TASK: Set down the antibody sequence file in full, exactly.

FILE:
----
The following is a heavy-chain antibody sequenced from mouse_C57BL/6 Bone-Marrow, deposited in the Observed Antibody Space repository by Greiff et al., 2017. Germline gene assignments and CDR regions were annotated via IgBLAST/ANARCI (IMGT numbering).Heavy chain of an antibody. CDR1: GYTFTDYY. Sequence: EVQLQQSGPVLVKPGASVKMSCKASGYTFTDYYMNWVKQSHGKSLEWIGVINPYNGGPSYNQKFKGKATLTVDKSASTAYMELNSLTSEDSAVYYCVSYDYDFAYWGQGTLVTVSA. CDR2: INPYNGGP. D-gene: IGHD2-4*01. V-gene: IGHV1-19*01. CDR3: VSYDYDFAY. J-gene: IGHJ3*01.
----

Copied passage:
The following is a heavy-chain antibody sequenced from mouse_C57BL/6 Bone-Marrow, deposited in the Observed Antibody Space repository by Greiff et al., 2017. Germline gene assignments and CDR regions were annotated via IgBLAST/ANARCI (IMGT numbering).Heavy chain of an antibody. CDR1: GYTFTDYY. Sequence: EVQLQQSGPVLVKPGASVKMSCKASGYTFTDYYMNWVKQSHGKSLEWIGVINPYNGGPSYNQKFKGKATLTVDKSASTAYMELNSLTSEDSAVYYCVSYDYDFAYWGQGTLVTVSA. CDR2: INPYNGGP. D-gene: IGHD2-4*01. V-gene: IGHV1-19*01. CDR3: VSYDYDFAY. J-gene: IGHJ3*01.